In his book 'Teach Like a Champion', author Doug Lemov discusses how targeted questioning encourages teachers to plan their questions in advance and to ask them at critical transition points in the lesson.
What is this strategy about?
Ask a series of open-ended questions to ensure that your students get the answer right before you move on to save time circling back to review later on. We've put together this strategy to help you with actions you can take as a teacher to gather valuable and actionable data to guide your instruction and gauge the level of understanding your students have with the material. The aim is to ensure that all students are understanding the most important aspects of a lesson, and are able to act upon it.
How can you ensure you ask the best questions to your class?
Plan your questions so you don’t have to think of them on the spot. This way you have more time to think of targeted questions to really assess your students' understanding of teaching.
You can clearly see the difference between asking broad and difficult questions like: “Does everyone understand the parts of speech?”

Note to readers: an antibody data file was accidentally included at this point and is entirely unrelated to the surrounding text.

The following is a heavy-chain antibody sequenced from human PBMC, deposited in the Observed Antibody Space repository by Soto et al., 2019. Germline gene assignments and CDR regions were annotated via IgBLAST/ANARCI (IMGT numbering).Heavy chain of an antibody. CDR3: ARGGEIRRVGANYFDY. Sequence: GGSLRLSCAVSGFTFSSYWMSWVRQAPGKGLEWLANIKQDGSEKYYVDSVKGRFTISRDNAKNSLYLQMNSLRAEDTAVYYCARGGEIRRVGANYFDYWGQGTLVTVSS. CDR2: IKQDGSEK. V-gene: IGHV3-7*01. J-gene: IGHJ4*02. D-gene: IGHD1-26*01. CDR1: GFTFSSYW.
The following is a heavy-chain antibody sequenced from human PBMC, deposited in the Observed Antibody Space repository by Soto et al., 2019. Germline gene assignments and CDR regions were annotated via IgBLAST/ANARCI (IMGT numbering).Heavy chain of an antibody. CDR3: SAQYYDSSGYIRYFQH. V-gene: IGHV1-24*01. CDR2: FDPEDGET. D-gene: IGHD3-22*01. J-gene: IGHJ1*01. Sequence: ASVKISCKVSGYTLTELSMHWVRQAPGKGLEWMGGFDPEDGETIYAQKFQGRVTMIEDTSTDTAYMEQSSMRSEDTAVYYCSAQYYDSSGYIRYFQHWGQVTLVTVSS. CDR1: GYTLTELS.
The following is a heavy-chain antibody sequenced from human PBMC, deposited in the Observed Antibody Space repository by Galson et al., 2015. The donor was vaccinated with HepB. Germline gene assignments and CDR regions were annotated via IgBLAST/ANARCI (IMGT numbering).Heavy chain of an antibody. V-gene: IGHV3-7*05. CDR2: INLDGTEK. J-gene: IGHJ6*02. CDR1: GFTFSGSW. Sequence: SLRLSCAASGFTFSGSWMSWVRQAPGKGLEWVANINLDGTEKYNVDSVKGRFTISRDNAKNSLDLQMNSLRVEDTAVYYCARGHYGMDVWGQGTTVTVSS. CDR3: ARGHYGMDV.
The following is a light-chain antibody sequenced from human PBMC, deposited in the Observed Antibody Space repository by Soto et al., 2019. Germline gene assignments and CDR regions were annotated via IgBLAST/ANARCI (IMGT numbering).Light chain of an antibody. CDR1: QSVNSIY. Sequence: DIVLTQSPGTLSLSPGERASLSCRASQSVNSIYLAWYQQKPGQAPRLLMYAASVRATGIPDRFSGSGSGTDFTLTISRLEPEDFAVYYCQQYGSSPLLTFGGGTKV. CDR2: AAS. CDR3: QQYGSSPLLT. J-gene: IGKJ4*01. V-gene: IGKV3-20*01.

Compare it to a targeted question:
“Who can tell me which word in this sentence is the noun…. Jack?”
“Who can identify the verb in the sentence, The dog ran in circles. … Sarah?”
“Who can give me two examples of adjectives … Felix?”
Notice in the examples above how teachers should call out a student’s name at the end of each question, after a pause to allow students to think. This is because a range of students should be selected when questioning - one or two that you suspect may struggle, a few more in the middle ability range, and possibly one advanced student. Lemov also suggests that 'cold calling' should be a part of targeted questioning in that students are called upon without volunteering.
What is targeted questioning?
Targeted questions are a series of carefully chosen questions at a particular group of pupils in a short period of time (usually a minute or less). Make sure your pupils understand before you move on. Engaging children this way is instantly effective. You've already devised your questions and at what point you're going to ask them; who you're going to ask, and why. This kind of strategy is beneficial for a number of reasons, both for you and your class. Sign up to this targeted questioning strategy to find out more.Click here to learn more about Quality Questioning.